The Labor Pains of Hotel Closings
|by Marta Fernandez, March 2006
Hotel closings are hitting record levels, but for all the right reasons! Unlike closings caused by the “great real estate depression” of the early 1990s, hotels are closing today for positive reasons: major rehab and construction projects, conversions to condo hotel or residential condos and expansion. Hotel developers and owners are finding that construction is often so extensive that it is advisable to close the hotel while the work is being performed. But, you should not make the decision to close without first consulting with your labor counsel to consider the labor and employment implications, and determining the optimal strategies for your situation.
Full or Partial Closing
Will you have to partially or fully close the property? While there may be some advantages to keeping the hotel partially open during construction, the downside from the labor perspective may be great. For a union hotel, you will have to follow the seniority provisions of the labor contracts when reducing employee hours or engaging in partial lay-offs. This may not leave you with your optimal workforce.
For non-union hotels, you will have to develop objective criteria for reduction decisions in order to avoid discrimination or disparate treatment claims. The cost of complying with OSHA rules during construction may cancel out the benefit of keeping some workers on the payroll. Finally, you may miss an opportunity to start with a “clean slate” of employees upon reopening.
Bargaining with the Union
How will you terminate your existing workforce and how will you rehire existing personnel when you open? With a union hotel, you face unique challenges. By law, you are obligated to notify the union or unions and negotiate with each of them over the effects before the closure occurs. This “effects bargaining” obligation can be an opportunity if you plan ahead.
While the terms of the collective bargaining agreement will likely govern some of the conditions of lay-off and recall of employees—such as severance, vacation pay-outs, continuation of medical benefits during lay-off, pension plan contributions during closure and recall notification and timing issues—all these issues are subject to bargaining.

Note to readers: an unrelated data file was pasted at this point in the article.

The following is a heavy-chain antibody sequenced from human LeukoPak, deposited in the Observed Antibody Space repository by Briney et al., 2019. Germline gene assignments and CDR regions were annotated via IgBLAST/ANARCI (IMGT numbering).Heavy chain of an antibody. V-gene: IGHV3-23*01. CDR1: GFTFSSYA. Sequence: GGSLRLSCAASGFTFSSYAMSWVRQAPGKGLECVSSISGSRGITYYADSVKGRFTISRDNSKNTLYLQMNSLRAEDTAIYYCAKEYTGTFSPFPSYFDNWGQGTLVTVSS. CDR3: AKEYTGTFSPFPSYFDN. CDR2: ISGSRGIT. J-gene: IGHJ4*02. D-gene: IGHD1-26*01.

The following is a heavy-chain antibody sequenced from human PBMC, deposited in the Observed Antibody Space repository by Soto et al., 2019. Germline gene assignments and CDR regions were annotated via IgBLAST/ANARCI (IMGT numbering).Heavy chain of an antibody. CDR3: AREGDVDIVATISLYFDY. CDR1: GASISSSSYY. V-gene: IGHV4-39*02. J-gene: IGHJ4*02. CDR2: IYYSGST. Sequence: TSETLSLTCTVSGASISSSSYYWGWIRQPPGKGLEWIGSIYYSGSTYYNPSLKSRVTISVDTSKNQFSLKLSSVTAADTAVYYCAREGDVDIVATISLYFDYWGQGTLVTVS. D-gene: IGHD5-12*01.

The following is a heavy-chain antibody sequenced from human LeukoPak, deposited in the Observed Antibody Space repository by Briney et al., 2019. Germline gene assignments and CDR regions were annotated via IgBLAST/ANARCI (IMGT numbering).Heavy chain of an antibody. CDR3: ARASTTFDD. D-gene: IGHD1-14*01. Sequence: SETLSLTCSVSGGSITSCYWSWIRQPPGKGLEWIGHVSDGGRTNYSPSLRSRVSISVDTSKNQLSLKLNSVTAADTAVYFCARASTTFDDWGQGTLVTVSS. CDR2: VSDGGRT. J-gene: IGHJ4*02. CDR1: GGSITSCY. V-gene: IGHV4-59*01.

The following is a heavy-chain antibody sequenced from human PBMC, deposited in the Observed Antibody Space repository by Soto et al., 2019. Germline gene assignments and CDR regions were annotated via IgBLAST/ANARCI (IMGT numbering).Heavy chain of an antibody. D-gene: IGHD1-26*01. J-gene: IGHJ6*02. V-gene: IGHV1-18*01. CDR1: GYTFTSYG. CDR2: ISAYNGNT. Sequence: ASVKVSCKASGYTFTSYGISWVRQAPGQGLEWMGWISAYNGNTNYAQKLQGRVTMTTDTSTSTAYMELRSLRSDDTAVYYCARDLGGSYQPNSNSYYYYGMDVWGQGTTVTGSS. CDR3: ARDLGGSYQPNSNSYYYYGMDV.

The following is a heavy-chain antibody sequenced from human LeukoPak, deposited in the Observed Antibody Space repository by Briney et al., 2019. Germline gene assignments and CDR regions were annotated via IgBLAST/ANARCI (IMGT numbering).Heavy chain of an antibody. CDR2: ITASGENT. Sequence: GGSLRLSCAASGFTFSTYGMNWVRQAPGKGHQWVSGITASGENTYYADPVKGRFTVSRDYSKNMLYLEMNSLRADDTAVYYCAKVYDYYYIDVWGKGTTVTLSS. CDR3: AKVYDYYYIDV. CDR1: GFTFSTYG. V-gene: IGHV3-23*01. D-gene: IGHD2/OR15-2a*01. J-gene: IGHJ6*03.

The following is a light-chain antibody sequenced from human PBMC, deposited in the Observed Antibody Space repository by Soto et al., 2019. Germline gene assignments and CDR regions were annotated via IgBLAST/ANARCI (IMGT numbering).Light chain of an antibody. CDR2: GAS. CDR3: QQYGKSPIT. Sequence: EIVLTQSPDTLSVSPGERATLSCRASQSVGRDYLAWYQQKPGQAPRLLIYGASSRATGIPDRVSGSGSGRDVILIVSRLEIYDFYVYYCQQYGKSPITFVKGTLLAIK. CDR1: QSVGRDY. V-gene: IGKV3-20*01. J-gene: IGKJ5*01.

The union’s biggest concern will be that its members are rehired—and that will be your best leverage when negotiating the economic issues that are on the table. At this point, an effective, creative negotiator can significantly decrease your out-of-pocket labor costs at closure and during the non-operating period.
On the other hand, failure to deal with the union appropriately may result in huge unforeseen obstacles. The union may try to sabotage your construction by setting up picket lines. The union may attempt to wield its influence with the city to deny or delay necessary building permits and easements. On the other hand, soliciting the union’s support as part of a well-strategized negotiation process may go a long way in achieving the goals desired with City Hall.
The decision to rehire or not to rehire the existing labor force needs to be made before closing the property. In a unionized environment, the employer may have to rehire the same workforce if the current company continues to be the employer after the hotel reopens. However, if a new entity serves as the employer after reopening, an opportunity exists to choose a new workforce and avoid the union.
The legal analysis in this case involves complex federal labor law implications, but ultimately, the question turns on whether the new employing entity will be deemed a “successor.” (A new employing entity will be a successor either because the law dictates it or because the existing labor contract imposes the obligation.) If an employer is deemed a successor, it may have no choice but to reopen the hotel as a unionized property and deal with the union in the rehiring process.